“I am sorry Victor,” she said as soon as I walked into her office. “But someone could have called to tell me not to come all this way mam. I think the institute should at least cover my transport fare,” I argued. “I am not sure we can do that, but I will look into it,” she said. “So there is no way I could stay while you advertise the position, as required by the provisions of the due process act. I could hang around for a while if you could provide me accommodation.” “Hmmm!!” She said as she flickered through her brain. “You could stay actually, but we can’t pay you.” “For how long?” “That, I can’t say.” “Would you be kind enough to provide me with accommodation? There should be a stipulated time for a job advertisement, so I am sure you have an idea how long I’d have to stay and work without pay before I can get the job back,” I pressed. “I am afraid, nothing is certain right now.” I stood there and looked at this woman with rage. “This is what this country has turned into. A country that devours its young has no future. This job was mine. I had it several weeks ago and you failed to do the paperwork. Now you are telling me there is nothing you can do about it. You are not even sure you can cover my transport fare for the inconvenience. I am disappointed in this country and this institute.”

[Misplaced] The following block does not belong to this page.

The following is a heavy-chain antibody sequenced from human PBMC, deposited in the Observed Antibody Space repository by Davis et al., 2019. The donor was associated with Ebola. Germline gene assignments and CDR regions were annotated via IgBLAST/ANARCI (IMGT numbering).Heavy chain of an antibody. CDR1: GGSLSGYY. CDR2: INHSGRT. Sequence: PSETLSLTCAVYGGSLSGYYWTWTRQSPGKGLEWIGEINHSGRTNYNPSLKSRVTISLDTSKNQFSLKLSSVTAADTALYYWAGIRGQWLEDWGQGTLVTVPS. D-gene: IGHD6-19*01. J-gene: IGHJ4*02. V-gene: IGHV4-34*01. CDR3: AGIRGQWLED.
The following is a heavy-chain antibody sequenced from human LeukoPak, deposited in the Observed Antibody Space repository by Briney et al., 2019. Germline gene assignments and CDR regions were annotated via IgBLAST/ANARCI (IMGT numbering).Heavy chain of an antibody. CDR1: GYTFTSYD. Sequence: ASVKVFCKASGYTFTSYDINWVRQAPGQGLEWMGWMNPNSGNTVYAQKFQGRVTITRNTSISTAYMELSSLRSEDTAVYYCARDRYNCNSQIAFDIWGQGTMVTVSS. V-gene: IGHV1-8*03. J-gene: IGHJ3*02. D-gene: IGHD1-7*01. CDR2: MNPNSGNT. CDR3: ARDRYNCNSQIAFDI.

She began to say something but I had heard enough, she was still making excuses. I walked out of her office and straight to my taxi. I dug through my phone and found Florence’s phone number. She was my classmate and project partner back in school. I called and she told me that she was at home. She stayed in Jos with her parents. I gave the taxi driver the address and he took me there. I managed to take a shower and get some much needed sleep. I had called my brother before going to sleep to inform him of how my first job turned out to be no job at all. He was sad, but as usual he was kind and supportive. “Come back to Lagos, Chinoo,” he said. “In God’s time, something will work out.” When I woke up I took another night bus back to Lagos – this one na original back to sender. When I returned to Lagos, I was forced to do something I had been avoiding – apply to a bank. I never had any interest in banking. I was keen to practice what I had studied at University. At the core, I saw myself as a scientist, so to ditch my passion and delve into something else that had little endearment to me was like being dumped by the woman you love very much. It was a painful divorce for me, to ditch science for banking. But at this point, any job would do, I needed to start making money. I sat at the computer in the cybercaf√© and applied to a bank…let’s call it Peak Bank. In less than a week after the application, I received an email inviting me to a test, and that was followed by a phone call to confirm that I was coming to the test.